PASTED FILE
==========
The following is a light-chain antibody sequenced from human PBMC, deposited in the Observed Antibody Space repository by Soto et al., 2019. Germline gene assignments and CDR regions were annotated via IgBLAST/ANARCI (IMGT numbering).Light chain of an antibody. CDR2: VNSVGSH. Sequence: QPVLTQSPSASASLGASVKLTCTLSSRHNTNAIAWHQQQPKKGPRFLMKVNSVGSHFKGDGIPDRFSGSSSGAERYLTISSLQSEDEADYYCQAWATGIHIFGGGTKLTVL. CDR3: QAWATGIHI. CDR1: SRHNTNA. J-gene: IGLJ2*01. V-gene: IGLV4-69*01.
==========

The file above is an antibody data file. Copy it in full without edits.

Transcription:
The following is a light-chain antibody sequenced from human PBMC, deposited in the Observed Antibody Space repository by Soto et al., 2019. Germline gene assignments and CDR regions were annotated via IgBLAST/ANARCI (IMGT numbering).Light chain of an antibody. CDR2: VNSVGSH. Sequence: QPVLTQSPSASASLGASVKLTCTLSSRHNTNAIAWHQQQPKKGPRFLMKVNSVGSHFKGDGIPDRFSGSSSGAERYLTISSLQSEDEADYYCQAWATGIHIFGGGTKLTVL. CDR3: QAWATGIHI. CDR1: SRHNTNA. J-gene: IGLJ2*01. V-gene: IGLV4-69*01.